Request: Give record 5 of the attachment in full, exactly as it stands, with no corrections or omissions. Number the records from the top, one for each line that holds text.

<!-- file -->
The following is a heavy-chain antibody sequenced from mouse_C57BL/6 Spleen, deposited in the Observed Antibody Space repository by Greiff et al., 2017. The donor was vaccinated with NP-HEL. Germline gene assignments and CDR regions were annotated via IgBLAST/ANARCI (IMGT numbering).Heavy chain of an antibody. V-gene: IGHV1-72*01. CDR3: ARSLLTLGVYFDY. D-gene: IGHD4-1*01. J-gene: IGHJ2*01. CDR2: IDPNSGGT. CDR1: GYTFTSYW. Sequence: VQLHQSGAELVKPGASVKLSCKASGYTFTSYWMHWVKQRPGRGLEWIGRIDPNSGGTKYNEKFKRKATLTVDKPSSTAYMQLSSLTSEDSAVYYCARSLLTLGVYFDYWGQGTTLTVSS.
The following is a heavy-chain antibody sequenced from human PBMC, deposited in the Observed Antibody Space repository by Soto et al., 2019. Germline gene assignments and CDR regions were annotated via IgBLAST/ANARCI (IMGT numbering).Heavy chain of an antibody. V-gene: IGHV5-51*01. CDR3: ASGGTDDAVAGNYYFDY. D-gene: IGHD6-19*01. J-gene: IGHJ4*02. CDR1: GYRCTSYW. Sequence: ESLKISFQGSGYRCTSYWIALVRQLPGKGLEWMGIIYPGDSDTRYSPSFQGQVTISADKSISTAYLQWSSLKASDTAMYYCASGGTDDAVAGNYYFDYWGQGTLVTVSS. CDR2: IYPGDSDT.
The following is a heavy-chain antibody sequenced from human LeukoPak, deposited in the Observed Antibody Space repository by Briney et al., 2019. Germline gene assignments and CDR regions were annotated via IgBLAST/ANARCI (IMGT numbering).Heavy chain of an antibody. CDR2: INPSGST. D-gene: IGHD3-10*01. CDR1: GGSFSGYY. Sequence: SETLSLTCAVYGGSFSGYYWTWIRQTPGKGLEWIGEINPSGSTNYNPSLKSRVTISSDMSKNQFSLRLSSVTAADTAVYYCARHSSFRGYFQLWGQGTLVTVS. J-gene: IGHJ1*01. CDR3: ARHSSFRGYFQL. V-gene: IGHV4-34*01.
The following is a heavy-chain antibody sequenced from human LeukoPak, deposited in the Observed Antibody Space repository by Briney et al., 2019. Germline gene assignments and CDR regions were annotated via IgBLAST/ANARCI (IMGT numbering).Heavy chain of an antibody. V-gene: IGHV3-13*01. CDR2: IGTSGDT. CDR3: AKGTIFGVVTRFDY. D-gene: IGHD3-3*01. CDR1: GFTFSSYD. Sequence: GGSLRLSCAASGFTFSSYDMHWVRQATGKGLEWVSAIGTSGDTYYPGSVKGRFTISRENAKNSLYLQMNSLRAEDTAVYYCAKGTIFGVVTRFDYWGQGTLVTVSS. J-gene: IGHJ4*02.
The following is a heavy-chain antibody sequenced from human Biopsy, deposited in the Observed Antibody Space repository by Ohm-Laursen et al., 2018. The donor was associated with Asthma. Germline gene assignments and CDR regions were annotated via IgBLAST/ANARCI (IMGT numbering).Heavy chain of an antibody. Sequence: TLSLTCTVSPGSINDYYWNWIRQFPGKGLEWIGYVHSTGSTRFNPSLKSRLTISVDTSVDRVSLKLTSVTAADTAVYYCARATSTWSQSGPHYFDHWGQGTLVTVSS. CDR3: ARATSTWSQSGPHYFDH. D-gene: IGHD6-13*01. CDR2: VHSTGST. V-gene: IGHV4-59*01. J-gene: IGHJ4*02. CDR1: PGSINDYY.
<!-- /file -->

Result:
The following is a heavy-chain antibody sequenced from human Biopsy, deposited in the Observed Antibody Space repository by Ohm-Laursen et al., 2018. The donor was associated with Asthma. Germline gene assignments and CDR regions were annotated via IgBLAST/ANARCI (IMGT numbering).Heavy chain of an antibody. Sequence: TLSLTCTVSPGSINDYYWNWIRQFPGKGLEWIGYVHSTGSTRFNPSLKSRLTISVDTSVDRVSLKLTSVTAADTAVYYCARATSTWSQSGPHYFDHWGQGTLVTVSS. CDR3: ARATSTWSQSGPHYFDH. D-gene: IGHD6-13*01. CDR2: VHSTGST. V-gene: IGHV4-59*01. J-gene: IGHJ4*02. CDR1: PGSINDYY.